pdcawley at bofh.org.uk
Thu Mar 15 06:27:50 PDT 2007
benjohn at fysh.org writes:
>> So, on the train back on Wednesday I thought of a way of explaining
>> continuations. This morning, I finally wrote it up as a blog post:
>> Please let me know if it helps.
> Erm - I'm not sure that it helps me, and I thought I knew what they
> were, sorry! I did find your explaination based on your Sudoku solver
> compelling though.
> I think I'd have preffered an explaination based no that (but I wasn't
> at the meeting :-)). I don't quite see why the search couldn't throw out
> exceptions then it fails, and so return up and try out another possible
If you use exceptions, you have to keep track of which alternatives
you've tried, and they don't get thrown to the right place, if that
makes sense. Continuations help enormously because they help
encapsulate the bookkeeping (they're also useful for handling
backtracking of your state)
> Perhaps because you want to huristically choose which search path
> to take, so you kind of need to be able to prioritse "threads" of
> possible solutions?
That too. Again, having my grid reset its state a branch fails is very
useful here. Before I implemented that I was pretty much restricted to
going through the grid in a fixed order; switching to a 'pick the most
constrained cell and try and give it a value' strategy substantially
improved the solver's speed. The current 'example' sudoku I'm solving
only calls the failure continuation six times.
> I've also heard of continuation based web servers. Perhaps these could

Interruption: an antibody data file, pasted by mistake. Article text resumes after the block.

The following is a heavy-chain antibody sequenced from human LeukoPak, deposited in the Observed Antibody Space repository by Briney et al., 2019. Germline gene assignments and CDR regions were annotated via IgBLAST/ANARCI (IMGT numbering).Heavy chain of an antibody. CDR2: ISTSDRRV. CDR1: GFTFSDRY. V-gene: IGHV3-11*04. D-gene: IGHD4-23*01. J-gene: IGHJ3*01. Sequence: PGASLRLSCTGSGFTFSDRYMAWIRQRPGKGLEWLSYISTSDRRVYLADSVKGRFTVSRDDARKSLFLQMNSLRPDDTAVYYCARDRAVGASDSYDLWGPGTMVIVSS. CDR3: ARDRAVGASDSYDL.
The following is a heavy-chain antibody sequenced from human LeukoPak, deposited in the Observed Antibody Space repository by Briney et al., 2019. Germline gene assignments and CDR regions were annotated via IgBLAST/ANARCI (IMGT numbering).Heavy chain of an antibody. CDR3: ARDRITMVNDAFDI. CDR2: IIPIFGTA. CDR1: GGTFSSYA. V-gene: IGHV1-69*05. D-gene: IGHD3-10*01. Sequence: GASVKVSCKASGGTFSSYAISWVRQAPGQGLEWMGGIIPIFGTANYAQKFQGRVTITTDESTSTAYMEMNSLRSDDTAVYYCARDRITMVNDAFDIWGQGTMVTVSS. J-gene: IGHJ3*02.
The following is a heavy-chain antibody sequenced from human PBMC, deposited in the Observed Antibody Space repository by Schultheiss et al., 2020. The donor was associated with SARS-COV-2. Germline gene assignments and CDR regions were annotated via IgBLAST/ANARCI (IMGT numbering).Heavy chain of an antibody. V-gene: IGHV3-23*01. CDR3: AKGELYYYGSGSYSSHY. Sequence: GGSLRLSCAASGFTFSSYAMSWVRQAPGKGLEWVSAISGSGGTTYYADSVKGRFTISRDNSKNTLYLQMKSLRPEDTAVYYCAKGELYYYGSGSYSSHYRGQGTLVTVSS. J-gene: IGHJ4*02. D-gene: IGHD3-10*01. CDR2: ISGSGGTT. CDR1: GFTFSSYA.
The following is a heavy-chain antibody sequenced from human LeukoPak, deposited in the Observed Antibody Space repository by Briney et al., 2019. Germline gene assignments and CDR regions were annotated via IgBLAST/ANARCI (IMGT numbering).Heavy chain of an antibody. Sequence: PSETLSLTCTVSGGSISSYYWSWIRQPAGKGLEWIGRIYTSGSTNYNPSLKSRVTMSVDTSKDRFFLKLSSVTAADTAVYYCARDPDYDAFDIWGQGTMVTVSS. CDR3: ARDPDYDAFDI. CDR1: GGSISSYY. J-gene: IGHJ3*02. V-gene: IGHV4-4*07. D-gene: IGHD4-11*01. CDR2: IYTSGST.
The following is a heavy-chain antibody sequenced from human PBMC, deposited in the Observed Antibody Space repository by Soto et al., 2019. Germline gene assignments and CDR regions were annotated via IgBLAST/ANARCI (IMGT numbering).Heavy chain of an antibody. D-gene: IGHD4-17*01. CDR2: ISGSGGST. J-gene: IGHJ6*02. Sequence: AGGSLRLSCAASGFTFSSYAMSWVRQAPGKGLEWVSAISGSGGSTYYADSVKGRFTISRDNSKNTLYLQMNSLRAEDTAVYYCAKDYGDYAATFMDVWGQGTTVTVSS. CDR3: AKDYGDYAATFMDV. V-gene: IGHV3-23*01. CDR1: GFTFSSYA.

> be a good way of explaining continuations too?
The trouble with using a continuation based webserver (say) as your
point of entry to explaining how continuations work is that, if you
get the implementation right, you never actually see the continuations
when you're writing your webapp; you just see (probably) a new control
structure (actually, what you tend to see is a *lack* of a control
structure because the continuations take care of it in the background
and you don't have to write all that explicit control logic).
The thinking behind the blog post was based on the idea that
continuations are, in a sense, the ur-control structure; once you have
continuations you can use them to implement pretty much all the
control structures you need, which is why I gave examples of using
continuations to replace return, break, next and redo. It's not that
it's a sensible thing to do with them (after all, we already *have*
return, break, next and redo so why reinvent), just that they are
things that people already (I hope) understand.
Piers Cawley <pdcawley at bofh.org.uk>
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